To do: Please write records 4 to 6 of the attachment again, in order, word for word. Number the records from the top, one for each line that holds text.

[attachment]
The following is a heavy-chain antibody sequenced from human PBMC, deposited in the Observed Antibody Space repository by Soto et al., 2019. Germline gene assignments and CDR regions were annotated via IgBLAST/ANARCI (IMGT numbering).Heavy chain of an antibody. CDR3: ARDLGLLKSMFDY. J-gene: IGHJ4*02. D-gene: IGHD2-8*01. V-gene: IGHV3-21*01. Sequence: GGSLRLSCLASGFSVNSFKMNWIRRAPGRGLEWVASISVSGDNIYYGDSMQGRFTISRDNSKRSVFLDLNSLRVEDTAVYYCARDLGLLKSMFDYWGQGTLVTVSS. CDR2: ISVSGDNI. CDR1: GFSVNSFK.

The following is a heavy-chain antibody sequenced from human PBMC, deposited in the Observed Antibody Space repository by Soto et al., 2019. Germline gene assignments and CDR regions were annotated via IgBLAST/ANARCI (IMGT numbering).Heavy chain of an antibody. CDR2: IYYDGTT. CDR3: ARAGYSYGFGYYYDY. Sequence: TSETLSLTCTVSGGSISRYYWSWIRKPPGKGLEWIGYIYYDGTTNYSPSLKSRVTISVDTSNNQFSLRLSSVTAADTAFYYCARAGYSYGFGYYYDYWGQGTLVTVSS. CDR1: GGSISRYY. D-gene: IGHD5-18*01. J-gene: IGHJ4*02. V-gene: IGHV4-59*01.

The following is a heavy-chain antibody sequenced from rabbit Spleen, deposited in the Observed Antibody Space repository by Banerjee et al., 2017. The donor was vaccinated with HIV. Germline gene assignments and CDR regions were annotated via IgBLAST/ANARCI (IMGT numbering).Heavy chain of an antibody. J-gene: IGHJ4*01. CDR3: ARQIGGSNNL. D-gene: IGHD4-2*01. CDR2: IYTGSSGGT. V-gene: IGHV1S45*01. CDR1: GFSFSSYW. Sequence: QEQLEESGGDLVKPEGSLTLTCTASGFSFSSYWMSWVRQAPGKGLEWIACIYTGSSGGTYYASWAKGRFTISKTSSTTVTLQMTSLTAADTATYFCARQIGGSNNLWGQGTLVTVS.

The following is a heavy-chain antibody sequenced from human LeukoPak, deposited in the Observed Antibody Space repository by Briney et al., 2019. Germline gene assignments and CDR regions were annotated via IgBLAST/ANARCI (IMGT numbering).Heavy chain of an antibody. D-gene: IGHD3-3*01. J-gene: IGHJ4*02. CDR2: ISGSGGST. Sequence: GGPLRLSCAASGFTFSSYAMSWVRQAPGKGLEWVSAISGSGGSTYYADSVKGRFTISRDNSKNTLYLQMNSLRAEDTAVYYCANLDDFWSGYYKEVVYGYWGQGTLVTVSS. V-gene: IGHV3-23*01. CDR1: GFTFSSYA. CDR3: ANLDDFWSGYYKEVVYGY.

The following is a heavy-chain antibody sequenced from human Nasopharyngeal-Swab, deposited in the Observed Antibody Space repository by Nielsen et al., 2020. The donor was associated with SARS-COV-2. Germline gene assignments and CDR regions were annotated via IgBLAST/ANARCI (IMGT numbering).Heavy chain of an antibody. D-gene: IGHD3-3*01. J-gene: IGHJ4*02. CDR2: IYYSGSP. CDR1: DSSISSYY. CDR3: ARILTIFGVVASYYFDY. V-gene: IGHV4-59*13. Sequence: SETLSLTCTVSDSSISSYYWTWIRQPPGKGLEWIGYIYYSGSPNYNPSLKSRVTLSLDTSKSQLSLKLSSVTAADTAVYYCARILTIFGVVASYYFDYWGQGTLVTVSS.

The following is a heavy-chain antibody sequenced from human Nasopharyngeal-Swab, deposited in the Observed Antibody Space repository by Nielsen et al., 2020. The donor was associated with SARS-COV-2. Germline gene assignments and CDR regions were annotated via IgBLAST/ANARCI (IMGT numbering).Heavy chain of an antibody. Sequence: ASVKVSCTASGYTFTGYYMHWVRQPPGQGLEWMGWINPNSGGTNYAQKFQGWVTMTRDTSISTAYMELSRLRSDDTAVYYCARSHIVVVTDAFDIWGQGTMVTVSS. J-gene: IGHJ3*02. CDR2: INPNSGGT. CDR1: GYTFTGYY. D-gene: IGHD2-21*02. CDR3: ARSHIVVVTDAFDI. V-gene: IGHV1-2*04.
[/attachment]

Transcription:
The following is a heavy-chain antibody sequenced from human LeukoPak, deposited in the Observed Antibody Space repository by Briney et al., 2019. Germline gene assignments and CDR regions were annotated via IgBLAST/ANARCI (IMGT numbering).Heavy chain of an antibody. D-gene: IGHD3-3*01. J-gene: IGHJ4*02. CDR2: ISGSGGST. Sequence: GGPLRLSCAASGFTFSSYAMSWVRQAPGKGLEWVSAISGSGGSTYYADSVKGRFTISRDNSKNTLYLQMNSLRAEDTAVYYCANLDDFWSGYYKEVVYGYWGQGTLVTVSS. V-gene: IGHV3-23*01. CDR1: GFTFSSYA. CDR3: ANLDDFWSGYYKEVVYGY.

The following is a heavy-chain antibody sequenced from human Nasopharyngeal-Swab, deposited in the Observed Antibody Space repository by Nielsen et al., 2020. The donor was associated with SARS-COV-2. Germline gene assignments and CDR regions were annotated via IgBLAST/ANARCI (IMGT numbering).Heavy chain of an antibody. D-gene: IGHD3-3*01. J-gene: IGHJ4*02. CDR2: IYYSGSP. CDR1: DSSISSYY. CDR3: ARILTIFGVVASYYFDY. V-gene: IGHV4-59*13. Sequence: SETLSLTCTVSDSSISSYYWTWIRQPPGKGLEWIGYIYYSGSPNYNPSLKSRVTLSLDTSKSQLSLKLSSVTAADTAVYYCARILTIFGVVASYYFDYWGQGTLVTVSS.

The following is a heavy-chain antibody sequenced from human Nasopharyngeal-Swab, deposited in the Observed Antibody Space repository by Nielsen et al., 2020. The donor was associated with SARS-COV-2. Germline gene assignments and CDR regions were annotated via IgBLAST/ANARCI (IMGT numbering).Heavy chain of an antibody. Sequence: ASVKVSCTASGYTFTGYYMHWVRQPPGQGLEWMGWINPNSGGTNYAQKFQGWVTMTRDTSISTAYMELSRLRSDDTAVYYCARSHIVVVTDAFDIWGQGTMVTVSS. J-gene: IGHJ3*02. CDR2: INPNSGGT. CDR1: GYTFTGYY. D-gene: IGHD2-21*02. CDR3: ARSHIVVVTDAFDI. V-gene: IGHV1-2*04.